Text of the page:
Summer fashions from Butterick, Delineator, July 1918, page 51.
These summer outfits — with one exception — are really blouse and skirt combinations. The blouses deserve a close-up look:
Butterick blouse patterns 9999 and 9997, Delineator, July 1918, p 51.
Butterick blouses 9995 and 1011, with skirts 1028 and 1001. The bag, with tassel trim, is Transfer pattern 10670. Delineator, July 1918, p. 51.
These sheer overblouses are smocked to provide a little fullness over the bust. “Smock or Blouse” 9994 and “Smock or Blouse” 1012. Delineator, July 1918, p. 51.
Dress 1007 is bluish, with a slight teal or gray tint. Its pockets and hem area are either embroidered or use soutache braid as a trim. Butterick sold the transfer pattern for such embellishments: No. 10692.
Butterick dress pattern 1007, from July 1918, Delineator.
Page 50, which had all the pattern descriptions, also showed three additional outfits in black and white illustrations:
Butterick patterns from Delineator, July 1918, p. 50. From left, Blouse 1025 with skirt 1020; dress 9934, and dress 1019.
Here are all ten outfits, with their original descriptions and alternate views — which are often quite different from their color illustrations.
Butterick blouse 9999 and skirt 9991, July 1918.
The alternate view shows a very different, high necked version of the blouse; the U-shaped neckline was a fairly recent fashion, so the high-necked version was aimed at older or more conservative dressers.
Butterick blouse 9997 and skirt 1013, July 1918.
The skirt pattern was available in waist sizes 24 to 38 inches. The alternate view has a “Peter Pan collar.” The actress Maude Adams toured extensively in the play Peter Pan, setting a fashion. Click here to see her Peter Pan collar. Click here to see more about this Turn-of-the Century beauty with a brain.
Butterick dress pattern 1007, July 1918. The illustration of the alternate view shows a high collared insert — perhaps a dickey or vestee?
Dress pattern 1007 came in a larger than usual size — 46″ bust — and has a surplice closing “becoming to every woman, whatever her age,” so it was expected to appeal to older women, too. During World War I, Delineator fashion writing often used military phrases, such as “maintains the morale,” “obeys all orders,” and “dangerous to mankind.” (See Up Like Little Soldiers for more examples of jingoistic fashion writing.)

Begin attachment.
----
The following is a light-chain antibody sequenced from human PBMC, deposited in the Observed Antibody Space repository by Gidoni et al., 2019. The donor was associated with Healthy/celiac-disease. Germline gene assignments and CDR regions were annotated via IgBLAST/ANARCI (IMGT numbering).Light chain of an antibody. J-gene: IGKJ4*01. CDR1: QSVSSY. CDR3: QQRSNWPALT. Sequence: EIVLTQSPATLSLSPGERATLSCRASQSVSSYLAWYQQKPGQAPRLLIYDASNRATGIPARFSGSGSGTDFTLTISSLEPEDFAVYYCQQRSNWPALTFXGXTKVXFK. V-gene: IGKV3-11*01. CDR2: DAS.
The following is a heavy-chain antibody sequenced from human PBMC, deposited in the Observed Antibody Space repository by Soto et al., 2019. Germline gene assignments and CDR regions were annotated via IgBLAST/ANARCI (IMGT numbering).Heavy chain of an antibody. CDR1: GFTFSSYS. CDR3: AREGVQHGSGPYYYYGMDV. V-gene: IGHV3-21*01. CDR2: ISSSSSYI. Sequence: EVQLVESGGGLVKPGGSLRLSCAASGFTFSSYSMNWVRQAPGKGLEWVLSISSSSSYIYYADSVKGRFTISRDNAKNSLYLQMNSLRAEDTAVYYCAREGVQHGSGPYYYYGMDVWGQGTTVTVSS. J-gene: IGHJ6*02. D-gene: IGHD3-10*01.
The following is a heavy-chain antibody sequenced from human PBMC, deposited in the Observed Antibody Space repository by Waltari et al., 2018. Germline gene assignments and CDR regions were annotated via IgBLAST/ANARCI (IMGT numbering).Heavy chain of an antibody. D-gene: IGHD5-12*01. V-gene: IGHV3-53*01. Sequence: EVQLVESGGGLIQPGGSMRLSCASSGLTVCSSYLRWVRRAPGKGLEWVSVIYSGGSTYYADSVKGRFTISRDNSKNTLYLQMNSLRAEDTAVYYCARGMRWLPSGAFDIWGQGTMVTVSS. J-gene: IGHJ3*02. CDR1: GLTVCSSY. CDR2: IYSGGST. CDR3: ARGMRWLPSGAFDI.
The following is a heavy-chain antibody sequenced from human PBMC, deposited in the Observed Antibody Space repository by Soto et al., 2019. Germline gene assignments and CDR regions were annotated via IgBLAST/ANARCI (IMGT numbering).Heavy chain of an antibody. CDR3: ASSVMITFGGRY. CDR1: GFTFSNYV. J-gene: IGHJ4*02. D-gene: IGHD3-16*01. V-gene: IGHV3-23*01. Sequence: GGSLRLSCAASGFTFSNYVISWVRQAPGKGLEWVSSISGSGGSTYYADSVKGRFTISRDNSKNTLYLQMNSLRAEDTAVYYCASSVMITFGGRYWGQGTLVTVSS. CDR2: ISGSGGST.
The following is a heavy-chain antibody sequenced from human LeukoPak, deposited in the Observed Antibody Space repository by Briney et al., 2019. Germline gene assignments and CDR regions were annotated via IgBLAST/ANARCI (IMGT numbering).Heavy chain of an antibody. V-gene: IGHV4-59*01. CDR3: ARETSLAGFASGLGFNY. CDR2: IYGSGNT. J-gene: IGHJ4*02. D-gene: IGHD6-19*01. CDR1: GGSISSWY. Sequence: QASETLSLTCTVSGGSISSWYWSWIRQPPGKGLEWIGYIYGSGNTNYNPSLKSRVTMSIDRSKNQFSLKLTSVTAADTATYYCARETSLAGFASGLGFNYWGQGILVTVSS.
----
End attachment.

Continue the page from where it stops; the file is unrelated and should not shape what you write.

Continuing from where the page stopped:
Butterick Smock or Blouse 1012 with skirt 9723. Delineator, July 1918.
Notice that the fancy, smocked pocket is shown as part of the skirt pattern, although it is on the smock in the color illustration. This skirt is gathered in back, and forms a header/ruffle above the waistband. This smock is also shown with a Peter Pan Collar (or it may be a long Buster Brown…. see below.) If not made in sheer fabric, would it be a maternity top?
Another Smock or Blouse pattern from Butterick, No. 9994. Foundation 9842. July 1918.
This sheer blouse is shown over a “Foundation” — a slip-like underdress, meant to show; the foundation looks more like a lingerie slip in the alternate view.
Butterick blouse 9995 with skirt 1028. Delineator, July 1918. The skirt was available in waist measurements 24 to 38 inches.
Butterick blouse 1011 and skirt 1001, July, 1918. More smocking gathers the bodice. This alternate view shows a “Buster Brown collar.“
Buster Brown shoe ad, Nov. 1917. Delineator.
Butterick blouse 1025 with skirt 1020. July, 1918.
Butterick dress pattern 9934, from July 1918. The bodice can be made with either front or back closures, and “all of the most popular necklines.” The unusual sleeves were a popular style.
Her flower-covered hat has a sheer brim. (For others, click here or here or here.)
Butterick dress pattern 1019, July 1918.
The hat shown in the middle of the page deserves a closer look. How did the wearer get through doorways, or into a car?
The hat is adorned with two feathers which appear to be ten or twelve inches taller than the hat.
Perhaps the hatless lady in the foreground is making a comment?
Part 1 of Summer Dresses from Butterick, July 1918, is here.